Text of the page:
Cipriani made 13 tackles against the Pacific Islanders last Saturday
England's Danny Cipriani has been told to "front up" in defence if he is to become the best fly-half in the world.
The precocious 21-year-old is widely regarded as one of the most gifted attacking players in the game.
But England defence coach Mike Ford believes Cipriani also needs to prove he can defend, starting against Australia at Twickenham on Saturday.
Ford said: "He might as well get that part of his game right both physically and mentally - and he's doing that."
Cipriani and half-back partner Danny Care are expected to be severely tested in defence by the powerful midfield running of Stirling Mortlock and Ryan Cross.
Ford conceded Australia talisman Mortlock would attempt to "dent our defence".
He added: "Danny wants to be one of the best players in the world and he realises one of the responsibilities of a fly-half who wants to be number one is that he has got to defend in that channel.
Cipriani's obviously got a very good kicking game, he directs play very well and he's an elusive runner
"If we hide someone in defence and the opposition don't get him in the first phase, they will get him second. My experience at international level is that they will find him out.
"We understand that and Danny does as well. Cipriani made 13 tackles against the Pacific Islanders at the weekend so we know he can tackle."
Australia outside-half Matt Giteau, a player Ford described as a "magician", believed Wasps star Cipriani, starting his third international, posed a major threat to the visitors.
"He's obviously got a very good kicking game, he directs play very well and he's an elusive runner who can pass the ball very well on both sides," said Giteau, who made his international debut aged 20 at Twickenham in 2002.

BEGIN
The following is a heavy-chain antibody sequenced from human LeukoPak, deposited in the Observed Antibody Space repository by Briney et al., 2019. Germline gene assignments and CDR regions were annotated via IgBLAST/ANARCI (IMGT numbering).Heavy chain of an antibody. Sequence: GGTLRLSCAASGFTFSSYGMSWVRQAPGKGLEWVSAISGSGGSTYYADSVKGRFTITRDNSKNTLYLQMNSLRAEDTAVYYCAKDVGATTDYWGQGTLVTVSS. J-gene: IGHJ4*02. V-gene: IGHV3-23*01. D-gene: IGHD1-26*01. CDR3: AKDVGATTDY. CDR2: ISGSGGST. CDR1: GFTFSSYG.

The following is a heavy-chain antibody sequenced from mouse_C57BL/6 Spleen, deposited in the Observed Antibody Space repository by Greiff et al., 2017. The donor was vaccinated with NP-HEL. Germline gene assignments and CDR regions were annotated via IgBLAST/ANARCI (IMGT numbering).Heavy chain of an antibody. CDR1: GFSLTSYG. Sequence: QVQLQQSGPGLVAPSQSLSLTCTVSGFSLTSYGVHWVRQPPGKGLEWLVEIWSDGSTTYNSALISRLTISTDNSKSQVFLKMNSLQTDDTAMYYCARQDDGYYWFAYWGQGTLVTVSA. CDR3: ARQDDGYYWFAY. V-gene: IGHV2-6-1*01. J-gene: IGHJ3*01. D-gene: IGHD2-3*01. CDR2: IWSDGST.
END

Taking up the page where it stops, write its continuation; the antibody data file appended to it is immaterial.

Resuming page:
"A lot of their attack rolls around their nine and 10, like most sides. So I think he's very pivotal on how the side plays and I'm looking forward to playing him."
Asked whether he has a particular plan to stop Cipriani, Giteau joked: "I do, but I won't be telling anyone. Maybe after the game I'll say whether my plan worked or not.
"They've got a new backline and they look like they love to attack, so that's something we need to be wary of."
Meanwhile, England captain Steve Borthwick admitted his team needed to be at their best if they stood any chance of beating Australia.
Borthwick, who led his country on home soil for the first time last weekend as England defeated the Pacific Islanders 39-13, said: "This is a huge challenge.
"The battles between England and Australia are always hard-fought. It is one that is really exciting.
"The Pacific Islanders was a big contest. They were certainly one of the biggest teams I have played against.
"That was a great start for us but we need to get better. We know Australia are up there with the best teams in the world.
"We know every one of us will have to reach the final percentages of our ability. England have got a lot of strengths."